If you’re living the serial expat life you’d better learn to be happy anywhere, which is easier said than done in some cases. Being in transition from one world to another is almost never easy. Your heart may still linger in one place, while your body is on the other side of the world.
This past Thursday my expat friends gathered as usual for a drink or two, some food and lots of talk and laughter. They met in a restaurant bar in Chisinau, Moldova, a small country in Eastern Europe, the place I called home for a year and a half.
I was not there with them. I wanted to be. But I am a continent and an ocean away because, well, the expat thing happened: I moved. I am now living in the US, where the supermarkets are fabulous, the roads are great, and the TV commercials make you want to put your head in the oven.
Federal and local election commercials will warn you that you’ll be doomed if you choose this politician over the other. Pharmaceutical commercials tell you this miracle medicine will cure you unless the side effects render you blind, paralyzed or give you a stroke. I tell you, it’s nerve racking just to watch a little television in this country. Here’s a parody of one of these commercials in case you are curious.
My welcome present on arrival in the US was a cold virus from hell, but I’m mostly over that now. So how happy am I?
Okay, I love my little house in the woods. Every window has a view of trees and birds and squirrels. Very restorative for the troubled soul. But it takes a 20-minute drive to get to any kind of commercial life. I can’t walk to restaurants or shops. No sidewalk cafes in my neighborhood. Now that I think of it though, there is a Gentleman’s Club about a 45 minutes’ walk down the road. I don’t think I can go there, at least not as a customer, and my stripping days are over.
I now live more than an hour’s drive away from family and old friends. But I do love the birds and the deer and the squirrels in the woods behind the house. You can’t have it all, can you?
In spite of the horror stories about the disastrous American diet, the supermarkets in my general area – some the size of small banana republics – are a foodie’s dream, stocking organic produce and dairy, seafood fresh from the fishing boats, wine and cheese from all over the world. Of course 95 percent of the stores’ contents I could do without: mile-long aisles with soft drinks, junk food, and fake factory food in boxes and cans. Reading the ingredient labels is a jaw-dropping exercise.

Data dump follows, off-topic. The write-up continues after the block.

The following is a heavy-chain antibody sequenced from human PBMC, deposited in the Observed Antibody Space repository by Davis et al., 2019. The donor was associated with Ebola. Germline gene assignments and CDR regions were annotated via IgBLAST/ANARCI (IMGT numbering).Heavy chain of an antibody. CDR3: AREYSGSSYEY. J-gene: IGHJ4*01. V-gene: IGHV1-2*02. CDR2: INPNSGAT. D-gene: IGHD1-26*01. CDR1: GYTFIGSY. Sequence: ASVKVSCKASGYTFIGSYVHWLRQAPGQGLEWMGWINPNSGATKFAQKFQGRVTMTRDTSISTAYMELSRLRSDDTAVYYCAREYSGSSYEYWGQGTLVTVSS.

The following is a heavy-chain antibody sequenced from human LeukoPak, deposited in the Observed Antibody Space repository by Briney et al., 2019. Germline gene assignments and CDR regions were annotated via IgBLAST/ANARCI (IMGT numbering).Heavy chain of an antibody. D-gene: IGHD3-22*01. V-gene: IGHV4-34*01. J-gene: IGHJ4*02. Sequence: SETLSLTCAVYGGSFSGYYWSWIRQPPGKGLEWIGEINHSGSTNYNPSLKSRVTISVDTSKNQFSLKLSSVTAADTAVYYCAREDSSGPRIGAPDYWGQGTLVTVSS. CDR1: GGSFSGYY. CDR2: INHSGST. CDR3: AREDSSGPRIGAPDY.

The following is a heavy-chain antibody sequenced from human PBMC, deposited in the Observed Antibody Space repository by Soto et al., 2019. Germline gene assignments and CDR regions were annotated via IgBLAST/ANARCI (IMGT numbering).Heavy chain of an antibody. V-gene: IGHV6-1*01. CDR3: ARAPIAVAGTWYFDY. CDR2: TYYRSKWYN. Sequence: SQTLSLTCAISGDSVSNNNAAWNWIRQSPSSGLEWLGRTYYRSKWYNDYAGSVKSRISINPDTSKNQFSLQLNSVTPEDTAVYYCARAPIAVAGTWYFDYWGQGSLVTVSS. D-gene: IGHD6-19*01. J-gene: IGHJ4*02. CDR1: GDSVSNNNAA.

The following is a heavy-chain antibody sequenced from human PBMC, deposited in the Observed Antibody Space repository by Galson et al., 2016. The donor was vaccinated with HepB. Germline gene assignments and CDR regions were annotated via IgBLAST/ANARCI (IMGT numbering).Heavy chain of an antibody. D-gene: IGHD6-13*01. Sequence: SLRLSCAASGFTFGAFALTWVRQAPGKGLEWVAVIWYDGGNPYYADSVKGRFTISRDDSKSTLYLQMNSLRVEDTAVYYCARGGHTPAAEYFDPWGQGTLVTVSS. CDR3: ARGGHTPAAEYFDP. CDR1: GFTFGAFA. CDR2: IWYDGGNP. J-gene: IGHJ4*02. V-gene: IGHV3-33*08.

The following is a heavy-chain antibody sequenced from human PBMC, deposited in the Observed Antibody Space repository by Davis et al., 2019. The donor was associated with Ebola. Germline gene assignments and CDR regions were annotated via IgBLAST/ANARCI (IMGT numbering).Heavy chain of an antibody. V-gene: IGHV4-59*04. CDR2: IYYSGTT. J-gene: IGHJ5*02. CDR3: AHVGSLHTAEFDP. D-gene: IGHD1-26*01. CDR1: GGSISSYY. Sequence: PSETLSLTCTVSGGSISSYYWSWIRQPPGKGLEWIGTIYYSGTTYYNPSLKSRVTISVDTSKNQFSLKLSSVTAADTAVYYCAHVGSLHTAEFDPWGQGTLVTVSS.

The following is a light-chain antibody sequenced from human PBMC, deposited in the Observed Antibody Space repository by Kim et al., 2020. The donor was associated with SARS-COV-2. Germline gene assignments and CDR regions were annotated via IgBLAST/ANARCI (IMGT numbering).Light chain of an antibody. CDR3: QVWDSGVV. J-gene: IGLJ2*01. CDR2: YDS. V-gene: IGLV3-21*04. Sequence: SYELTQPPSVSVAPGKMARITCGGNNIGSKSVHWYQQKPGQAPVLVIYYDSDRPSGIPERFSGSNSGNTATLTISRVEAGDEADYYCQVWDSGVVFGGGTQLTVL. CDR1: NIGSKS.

Just a little candy.
What do I miss in my new life? Most importantly, my friends in Moldova — our Thursday evening drinks, our book club, our impromptu gatherings for coffee or wine on a sunny afternoon, our wanderings through town, Chisinau.
I miss not understanding commercials, not understanding all the chit chat around me in public places. Living in a foreign land where you don’t speak the language, most of what you hear around you is white noise. Which is not the case for me in my native Holland or here in the USA. I hear and understand every miserable little word. Just yesterday I was in a store and overheard two beer-bellied guys discussing their trials with losing weight. It was not pretty. In the dressing rooms in clothing stores I am now privy to women lamenting how gross their butts look and discussing everything from toe nail fungus to their problems with Slow Intestinal Transit. You need an antibiotic just to listen to some of the things you hear.
I miss the fabulous Moldovan kefir that I learned to love. It comes in cartons there, just like milk. It’s available here in my corner of the US only at astronomical cost and only in flavored “gourmet” varieties, not plain the way I like it. (Americans don’t like plain anything; everything needs to be flavored or enhanced one way or another. Or deep-fried.)
So I ordered kefir grains online to make my own. What was I thinking?
Problem is these rubbery clumps of bacteria and yeast need to be fed every 24 hours with fresh milk and they multiply like, well, rabbits. Within days you’re producing enough kefir to go into business and supply China. Feeding kefir grains is like having a pet in the house: You can’t stick it in a closet and forget about it for a few days. So I’m not sure how this kefir addiction of mine is going to work out for me here.
What else? I miss my Moldovan cleaning lady. Yes, I can be shallow with the best of them. I’m so not the queen of spit and polish, and it was a real joy to find my house sparkling after she’d spent a long morning scrubbing and wiping while I toiled away at my keyboard. All that and she ironed my mate’s business shirts, too.
But we can’t have it all, can we? Then again, hope springs eternal and I’m still foolishly in search of the Perfect Life. Where will I be next year? The future will tell, and wherever it is, I’ll learn to be happy. Because I have my prince, and I’ll make friends again and there will probably be wine.
I know this is quite a shallow ramble, but then I’m rather scatterbrained and discombobulated these days since all my deep thoughts and profound wisdom have been stolen by the nasty virus. So I’ll have mercy on you: I’ll stop here, and go feed the kefir.
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Are you able to be happy anywhere? What does it take for you to feel at home in a place?